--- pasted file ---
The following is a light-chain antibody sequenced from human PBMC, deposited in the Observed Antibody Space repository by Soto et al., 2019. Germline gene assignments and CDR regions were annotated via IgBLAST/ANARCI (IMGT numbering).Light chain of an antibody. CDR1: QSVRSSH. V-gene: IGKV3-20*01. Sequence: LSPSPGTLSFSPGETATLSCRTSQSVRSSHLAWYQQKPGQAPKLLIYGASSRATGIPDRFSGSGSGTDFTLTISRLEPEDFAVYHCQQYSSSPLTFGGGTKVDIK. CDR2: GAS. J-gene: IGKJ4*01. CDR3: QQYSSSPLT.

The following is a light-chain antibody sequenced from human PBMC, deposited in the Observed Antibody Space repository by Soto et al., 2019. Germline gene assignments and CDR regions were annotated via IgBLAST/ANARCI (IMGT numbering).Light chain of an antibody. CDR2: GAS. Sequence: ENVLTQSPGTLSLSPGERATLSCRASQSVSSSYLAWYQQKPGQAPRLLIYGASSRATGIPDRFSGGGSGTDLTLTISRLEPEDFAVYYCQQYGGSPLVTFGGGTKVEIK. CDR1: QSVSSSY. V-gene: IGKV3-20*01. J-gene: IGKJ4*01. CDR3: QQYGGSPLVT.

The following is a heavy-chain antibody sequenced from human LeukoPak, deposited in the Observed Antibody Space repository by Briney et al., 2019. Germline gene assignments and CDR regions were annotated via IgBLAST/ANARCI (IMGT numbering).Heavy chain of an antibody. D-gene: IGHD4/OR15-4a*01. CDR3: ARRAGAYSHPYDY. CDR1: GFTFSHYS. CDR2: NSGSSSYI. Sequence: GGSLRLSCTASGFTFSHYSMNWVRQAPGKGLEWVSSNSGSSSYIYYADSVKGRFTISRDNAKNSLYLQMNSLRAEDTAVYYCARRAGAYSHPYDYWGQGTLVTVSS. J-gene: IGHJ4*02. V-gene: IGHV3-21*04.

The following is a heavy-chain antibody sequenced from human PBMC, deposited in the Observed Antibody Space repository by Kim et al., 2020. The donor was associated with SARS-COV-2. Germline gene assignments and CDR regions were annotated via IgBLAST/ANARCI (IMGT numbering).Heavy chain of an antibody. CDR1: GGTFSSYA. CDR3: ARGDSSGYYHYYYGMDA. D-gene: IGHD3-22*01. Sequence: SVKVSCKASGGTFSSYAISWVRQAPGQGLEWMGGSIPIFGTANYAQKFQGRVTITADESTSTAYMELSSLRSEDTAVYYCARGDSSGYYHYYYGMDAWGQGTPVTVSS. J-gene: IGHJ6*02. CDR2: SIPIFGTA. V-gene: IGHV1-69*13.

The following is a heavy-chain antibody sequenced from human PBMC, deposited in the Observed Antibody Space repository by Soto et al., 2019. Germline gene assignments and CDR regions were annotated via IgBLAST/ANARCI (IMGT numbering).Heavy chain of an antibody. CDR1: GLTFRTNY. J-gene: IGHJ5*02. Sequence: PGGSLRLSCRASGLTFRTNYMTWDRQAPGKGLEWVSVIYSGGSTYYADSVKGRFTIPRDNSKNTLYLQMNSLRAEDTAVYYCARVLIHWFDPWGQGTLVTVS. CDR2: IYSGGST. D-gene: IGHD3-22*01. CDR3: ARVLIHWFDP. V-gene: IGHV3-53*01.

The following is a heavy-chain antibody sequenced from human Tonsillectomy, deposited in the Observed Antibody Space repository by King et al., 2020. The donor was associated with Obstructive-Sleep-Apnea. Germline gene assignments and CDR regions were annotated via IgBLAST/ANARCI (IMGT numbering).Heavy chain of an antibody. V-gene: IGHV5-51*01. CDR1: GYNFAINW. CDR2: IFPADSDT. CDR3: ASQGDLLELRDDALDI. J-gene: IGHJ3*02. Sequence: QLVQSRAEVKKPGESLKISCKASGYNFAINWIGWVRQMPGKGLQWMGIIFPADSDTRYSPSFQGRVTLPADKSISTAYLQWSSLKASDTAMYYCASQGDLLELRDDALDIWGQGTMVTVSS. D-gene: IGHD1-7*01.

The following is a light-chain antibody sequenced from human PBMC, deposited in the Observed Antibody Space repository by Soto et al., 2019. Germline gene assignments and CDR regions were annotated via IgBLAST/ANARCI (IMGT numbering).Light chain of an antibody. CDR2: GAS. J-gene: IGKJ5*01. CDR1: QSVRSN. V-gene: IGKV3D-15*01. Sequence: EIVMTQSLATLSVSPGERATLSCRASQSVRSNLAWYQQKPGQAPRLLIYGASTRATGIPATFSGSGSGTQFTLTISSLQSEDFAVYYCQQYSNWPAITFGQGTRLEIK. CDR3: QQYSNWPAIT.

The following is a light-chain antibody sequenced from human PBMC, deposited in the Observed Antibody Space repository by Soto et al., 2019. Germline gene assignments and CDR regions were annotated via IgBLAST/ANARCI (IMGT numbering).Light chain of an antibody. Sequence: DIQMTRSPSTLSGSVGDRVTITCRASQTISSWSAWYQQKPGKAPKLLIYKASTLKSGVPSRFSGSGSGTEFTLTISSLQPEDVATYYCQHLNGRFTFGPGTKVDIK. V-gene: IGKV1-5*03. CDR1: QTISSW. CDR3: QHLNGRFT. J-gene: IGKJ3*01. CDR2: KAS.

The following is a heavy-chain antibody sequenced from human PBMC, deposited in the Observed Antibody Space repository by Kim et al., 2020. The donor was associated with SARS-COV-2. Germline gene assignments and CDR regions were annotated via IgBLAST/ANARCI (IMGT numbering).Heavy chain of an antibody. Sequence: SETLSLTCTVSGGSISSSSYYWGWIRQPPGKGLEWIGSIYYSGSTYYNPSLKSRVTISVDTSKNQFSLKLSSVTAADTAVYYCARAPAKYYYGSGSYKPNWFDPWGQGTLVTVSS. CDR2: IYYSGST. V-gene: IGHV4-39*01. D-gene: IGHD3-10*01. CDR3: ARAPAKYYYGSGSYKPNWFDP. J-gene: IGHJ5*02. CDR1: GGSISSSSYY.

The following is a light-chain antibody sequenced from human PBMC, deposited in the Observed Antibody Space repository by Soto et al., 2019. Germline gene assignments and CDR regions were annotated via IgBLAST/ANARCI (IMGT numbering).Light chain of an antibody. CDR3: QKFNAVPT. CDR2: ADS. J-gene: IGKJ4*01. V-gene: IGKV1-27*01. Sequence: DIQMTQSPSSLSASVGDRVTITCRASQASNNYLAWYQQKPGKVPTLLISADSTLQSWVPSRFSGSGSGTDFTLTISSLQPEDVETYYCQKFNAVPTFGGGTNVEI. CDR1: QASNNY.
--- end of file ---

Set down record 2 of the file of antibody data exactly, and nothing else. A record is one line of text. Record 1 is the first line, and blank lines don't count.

The following is a light-chain antibody sequenced from human PBMC, deposited in the Observed Antibody Space repository by Soto et al., 2019. Germline gene assignments and CDR regions were annotated via IgBLAST/ANARCI (IMGT numbering).Light chain of an antibody. CDR2: GAS. Sequence: ENVLTQSPGTLSLSPGERATLSCRASQSVSSSYLAWYQQKPGQAPRLLIYGASSRATGIPDRFSGGGSGTDLTLTISRLEPEDFAVYYCQQYGGSPLVTFGGGTKVEIK. CDR1: QSVSSSY. V-gene: IGKV3-20*01. J-gene: IGKJ4*01. CDR3: QQYGGSPLVT.